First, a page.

In recent years, athletic participation has more than doubled in all major demographic groups, while simultaneously, children and adults with established heart disease desire participation in sports and exercise. Despite conferring favorable long-term effects on well-being and survival, exercise can be associated with risk of adverse events in the short term. Complex individual cardiovascular (CV) demands and adaptations imposed by exercise present distinct challenges to the cardiologist asked to evaluate athletes. Here, we describe the evolution of sports and exercise cardiology as a unique discipline within the continuum of CV specialties, provide the rationale for tailoring of CV care to athletes and exercising individuals, define the role of the CV specialist within the athlete care team, and lay the foundation for the development of Sports and Exercise Cardiology in the United States. In 2011, the American College of Cardiology launched the Section of Sports and Exercise Cardiology. Membership has grown from 150 to over 4,000 members in just 2 short years, indicating marked interest from the CV community to advance the integration of sports and exercise cardiology into mainstream CV care. Although the current athlete CV care model has distinct limitations, here, we have outlined a new paradigm of care for the American athlete and exercising individual. By practicing and promoting this new paradigm, we believe we will enhance the CV care of athletes of all ages, and serve the greater athletic community and our nation as a whole, by allowing safest participation in sports and physical activity for all individuals who seek this lifestyle.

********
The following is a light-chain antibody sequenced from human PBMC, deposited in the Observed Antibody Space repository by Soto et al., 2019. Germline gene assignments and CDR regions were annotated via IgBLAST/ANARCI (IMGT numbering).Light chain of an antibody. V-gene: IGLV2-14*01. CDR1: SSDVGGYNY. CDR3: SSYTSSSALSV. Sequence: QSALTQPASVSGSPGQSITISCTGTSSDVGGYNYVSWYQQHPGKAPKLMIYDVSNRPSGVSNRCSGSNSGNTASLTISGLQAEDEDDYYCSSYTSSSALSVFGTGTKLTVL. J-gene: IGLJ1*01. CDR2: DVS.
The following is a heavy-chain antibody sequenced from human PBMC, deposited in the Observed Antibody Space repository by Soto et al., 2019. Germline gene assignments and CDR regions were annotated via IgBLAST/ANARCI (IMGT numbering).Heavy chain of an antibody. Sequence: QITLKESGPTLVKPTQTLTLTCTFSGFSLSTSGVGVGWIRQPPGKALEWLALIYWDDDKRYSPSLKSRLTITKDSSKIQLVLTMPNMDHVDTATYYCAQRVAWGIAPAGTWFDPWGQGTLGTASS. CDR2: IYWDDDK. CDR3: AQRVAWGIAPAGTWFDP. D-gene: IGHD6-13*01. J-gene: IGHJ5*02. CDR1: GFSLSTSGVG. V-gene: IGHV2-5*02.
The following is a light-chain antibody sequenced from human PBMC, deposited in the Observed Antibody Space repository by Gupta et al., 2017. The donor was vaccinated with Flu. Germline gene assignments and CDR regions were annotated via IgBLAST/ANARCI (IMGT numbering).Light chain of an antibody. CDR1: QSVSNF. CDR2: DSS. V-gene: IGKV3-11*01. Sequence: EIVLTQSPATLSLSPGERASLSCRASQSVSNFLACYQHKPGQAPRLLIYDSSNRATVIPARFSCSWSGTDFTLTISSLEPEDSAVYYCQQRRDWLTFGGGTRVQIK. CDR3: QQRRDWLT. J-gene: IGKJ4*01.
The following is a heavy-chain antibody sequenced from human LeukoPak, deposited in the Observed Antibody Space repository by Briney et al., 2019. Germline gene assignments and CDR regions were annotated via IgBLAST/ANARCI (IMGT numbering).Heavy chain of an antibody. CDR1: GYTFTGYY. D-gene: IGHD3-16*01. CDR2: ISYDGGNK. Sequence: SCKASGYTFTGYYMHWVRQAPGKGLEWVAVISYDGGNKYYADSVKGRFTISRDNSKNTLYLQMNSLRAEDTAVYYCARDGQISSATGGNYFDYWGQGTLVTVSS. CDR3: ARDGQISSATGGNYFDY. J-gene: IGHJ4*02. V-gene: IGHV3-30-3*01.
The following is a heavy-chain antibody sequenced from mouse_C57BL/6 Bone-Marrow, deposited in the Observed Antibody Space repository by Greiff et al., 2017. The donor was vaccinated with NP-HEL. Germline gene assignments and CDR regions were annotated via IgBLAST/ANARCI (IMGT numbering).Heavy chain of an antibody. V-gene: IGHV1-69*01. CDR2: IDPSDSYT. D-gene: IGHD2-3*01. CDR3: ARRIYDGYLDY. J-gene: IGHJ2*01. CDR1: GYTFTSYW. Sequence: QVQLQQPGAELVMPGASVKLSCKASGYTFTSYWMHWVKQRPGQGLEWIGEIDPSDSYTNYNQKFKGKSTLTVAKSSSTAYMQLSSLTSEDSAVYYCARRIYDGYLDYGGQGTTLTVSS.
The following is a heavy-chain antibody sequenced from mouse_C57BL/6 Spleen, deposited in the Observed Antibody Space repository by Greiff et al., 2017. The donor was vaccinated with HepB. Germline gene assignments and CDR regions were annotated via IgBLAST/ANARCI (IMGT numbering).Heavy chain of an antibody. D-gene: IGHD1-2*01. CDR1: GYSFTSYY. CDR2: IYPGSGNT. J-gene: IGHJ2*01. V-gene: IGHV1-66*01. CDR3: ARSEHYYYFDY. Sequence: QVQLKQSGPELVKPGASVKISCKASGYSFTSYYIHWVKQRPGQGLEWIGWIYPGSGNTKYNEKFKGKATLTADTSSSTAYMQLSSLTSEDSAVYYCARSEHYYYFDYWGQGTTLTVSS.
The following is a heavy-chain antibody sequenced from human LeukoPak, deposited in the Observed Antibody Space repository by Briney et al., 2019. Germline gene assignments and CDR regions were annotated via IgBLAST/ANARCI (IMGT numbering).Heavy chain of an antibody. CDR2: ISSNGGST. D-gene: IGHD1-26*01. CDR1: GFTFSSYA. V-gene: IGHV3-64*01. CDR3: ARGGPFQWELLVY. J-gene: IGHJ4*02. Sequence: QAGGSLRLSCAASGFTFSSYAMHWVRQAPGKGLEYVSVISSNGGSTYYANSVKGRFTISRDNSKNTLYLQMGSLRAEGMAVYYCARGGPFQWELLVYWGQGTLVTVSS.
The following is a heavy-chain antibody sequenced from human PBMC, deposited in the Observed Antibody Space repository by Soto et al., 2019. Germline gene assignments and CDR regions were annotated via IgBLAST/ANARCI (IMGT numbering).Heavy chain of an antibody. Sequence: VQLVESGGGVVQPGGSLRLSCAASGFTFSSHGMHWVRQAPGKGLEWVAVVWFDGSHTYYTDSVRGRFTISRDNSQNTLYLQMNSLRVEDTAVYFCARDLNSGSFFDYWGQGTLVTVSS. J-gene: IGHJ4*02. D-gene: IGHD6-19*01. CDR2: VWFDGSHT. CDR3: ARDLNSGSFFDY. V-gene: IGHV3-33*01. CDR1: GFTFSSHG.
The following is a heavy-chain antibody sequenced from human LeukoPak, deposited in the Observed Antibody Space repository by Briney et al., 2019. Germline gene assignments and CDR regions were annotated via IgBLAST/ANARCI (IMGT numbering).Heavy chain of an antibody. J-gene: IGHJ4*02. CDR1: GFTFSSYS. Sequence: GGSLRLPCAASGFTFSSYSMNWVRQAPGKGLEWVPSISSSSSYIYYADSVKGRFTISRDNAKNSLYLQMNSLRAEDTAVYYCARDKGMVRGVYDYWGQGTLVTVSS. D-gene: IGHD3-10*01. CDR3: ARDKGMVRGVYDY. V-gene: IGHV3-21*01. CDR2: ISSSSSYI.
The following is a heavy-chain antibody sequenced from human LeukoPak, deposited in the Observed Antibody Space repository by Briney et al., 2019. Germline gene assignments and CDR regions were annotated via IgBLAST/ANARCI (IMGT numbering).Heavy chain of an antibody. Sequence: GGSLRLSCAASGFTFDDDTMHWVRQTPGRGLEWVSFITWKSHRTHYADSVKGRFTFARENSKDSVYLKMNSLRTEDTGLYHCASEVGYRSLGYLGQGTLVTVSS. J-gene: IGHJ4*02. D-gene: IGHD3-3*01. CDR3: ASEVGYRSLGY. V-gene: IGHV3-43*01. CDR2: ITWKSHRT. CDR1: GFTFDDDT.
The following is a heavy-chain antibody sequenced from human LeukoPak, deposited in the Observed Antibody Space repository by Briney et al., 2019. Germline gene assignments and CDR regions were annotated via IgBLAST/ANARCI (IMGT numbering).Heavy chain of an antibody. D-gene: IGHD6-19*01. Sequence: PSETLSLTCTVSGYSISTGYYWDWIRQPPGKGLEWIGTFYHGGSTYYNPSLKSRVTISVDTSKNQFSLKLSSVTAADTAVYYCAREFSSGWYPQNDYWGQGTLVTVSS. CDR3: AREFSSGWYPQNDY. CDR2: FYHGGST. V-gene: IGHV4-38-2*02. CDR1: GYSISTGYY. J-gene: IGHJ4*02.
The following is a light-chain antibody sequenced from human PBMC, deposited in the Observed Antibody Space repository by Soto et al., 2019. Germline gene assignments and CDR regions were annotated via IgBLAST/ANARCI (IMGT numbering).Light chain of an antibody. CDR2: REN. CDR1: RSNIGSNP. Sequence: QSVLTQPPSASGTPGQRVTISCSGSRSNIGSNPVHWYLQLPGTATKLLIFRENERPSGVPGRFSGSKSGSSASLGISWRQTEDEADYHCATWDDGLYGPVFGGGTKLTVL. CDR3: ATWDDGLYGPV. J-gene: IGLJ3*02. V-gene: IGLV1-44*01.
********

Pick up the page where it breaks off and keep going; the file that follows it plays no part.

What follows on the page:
5. Calcium and phosphate impact cardiovascular risk.

    PubMed

    Heine, Gunnar H; Nangaku, Masaomi; Fliser, Danilo

    2013-04-01

    Non-traditional risk factors substantially contribute to cardiovascular (CV) disease. A deranged calcium-phosphate metabolism-first identified as a major non-traditional CV risk factor in patients with chronic kidney disease-may be implicated in development and progression of CV disease even among individuals with intact renal function. This review thus summarizes epidemiological and experimental data on the role of calcium, phosphate, and its major regulating hormones-parathyroid hormone, calcitriol, and fibroblast growth factor 23-in CV medicine. PMID:23109644

  6. CV 100--Still Going Strong

    ERIC Educational Resources Information Center

    Abrahams, A. L.

    1976-01-01

    Describes results of a study that used CV 100, a fuel additive for use in oil-fired heating systems, on a trial basis in 12 Ontario schools. The test showed an average 12 percent reduction in fuel costs in the schools using CV 100. (JG)